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Birth Defects Res B Dev Reprod Toxicol. 2012 Jun;95(3):231-7. doi: 10.1002/bdrb.21011. Epub 2012 Mar 22.

Exposure to green tea extract alters the incidence of specific cyclophosphamide-induced malformations.

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Department of Biological Sciences, Emporia State University, Emporia, Kansas, USA.



Green tea extract (GTE) has been shown to have antioxidative properties due to its high content of polyphenols and catechin gallates. Previous studies indicated that catechin gallates scavenge free radicals and attenuate the effects of reactive oxygen species. Cyclophosphamide (CP) produces reactive oxidative species, which can have adverse effects on development, causing limb, digit, and cranial abnormalities. The current study was performed to determine if exposure to GTE can decrease teratogenic effects induced by CP in CD-1 mice.


From gestation days (GD) 6-13, mated CD-1 mice were dosed with 400 or 800 mg/kg/d GTE; 100, 200, 400, or 800 mg/kg/d GTE + CP; CP alone, or the vehicle. GTE was given by gavage. CP (20 mg/kg) was given by intraperitoneal injection on GD 10. Dams were sacrificed on GD 17, and their litters were examined for adverse effects.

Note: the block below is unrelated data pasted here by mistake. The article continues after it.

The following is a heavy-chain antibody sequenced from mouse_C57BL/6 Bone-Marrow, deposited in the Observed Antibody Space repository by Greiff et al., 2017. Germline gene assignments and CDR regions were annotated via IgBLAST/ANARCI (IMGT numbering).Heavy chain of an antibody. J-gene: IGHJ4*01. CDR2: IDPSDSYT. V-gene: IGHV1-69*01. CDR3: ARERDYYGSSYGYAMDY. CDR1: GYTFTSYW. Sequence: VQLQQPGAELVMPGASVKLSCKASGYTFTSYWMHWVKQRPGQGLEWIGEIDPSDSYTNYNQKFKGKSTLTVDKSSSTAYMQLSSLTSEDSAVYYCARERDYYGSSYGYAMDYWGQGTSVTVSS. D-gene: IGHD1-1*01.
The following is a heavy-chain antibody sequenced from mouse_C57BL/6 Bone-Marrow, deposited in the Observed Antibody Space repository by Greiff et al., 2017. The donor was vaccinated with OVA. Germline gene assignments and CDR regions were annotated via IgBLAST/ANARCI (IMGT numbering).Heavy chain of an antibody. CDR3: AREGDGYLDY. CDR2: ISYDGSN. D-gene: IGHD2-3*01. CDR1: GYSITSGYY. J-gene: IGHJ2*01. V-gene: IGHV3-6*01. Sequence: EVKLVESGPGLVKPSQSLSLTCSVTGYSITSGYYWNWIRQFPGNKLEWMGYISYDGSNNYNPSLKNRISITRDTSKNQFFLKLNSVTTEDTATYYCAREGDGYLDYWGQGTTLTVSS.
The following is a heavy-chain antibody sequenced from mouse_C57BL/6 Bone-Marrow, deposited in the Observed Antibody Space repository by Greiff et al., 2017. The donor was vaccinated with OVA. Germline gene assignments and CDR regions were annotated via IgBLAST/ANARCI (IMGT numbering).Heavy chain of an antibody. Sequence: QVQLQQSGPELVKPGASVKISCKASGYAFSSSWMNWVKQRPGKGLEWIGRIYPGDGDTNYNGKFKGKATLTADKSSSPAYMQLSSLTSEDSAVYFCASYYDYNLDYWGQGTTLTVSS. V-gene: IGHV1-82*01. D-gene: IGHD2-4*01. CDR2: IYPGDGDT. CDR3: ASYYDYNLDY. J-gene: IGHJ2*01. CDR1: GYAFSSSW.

The highest GTE dose did not effectively attenuate, and in some cases exacerbated the negative effect of CP. GTE alone was also associated with an increased incidence of microblepharia. Conversely, moderate GTE doses (200 and/or 400 mg/kg/d) attenuated the effect of CP on fetal weight and (GTE 200 mg/kg/d) decreased the incidences of certain defects resulting from CP exposure.


Exposure of a developing mammal to moderate doses of GTE can modulate the effects of exposure to CP during development, possibly by affecting biotransformation, while a higher GTE dose tended to exacerbate the developmental toxicity of CP. GTE alone appeared to cause an adverse effect on eyelid development.

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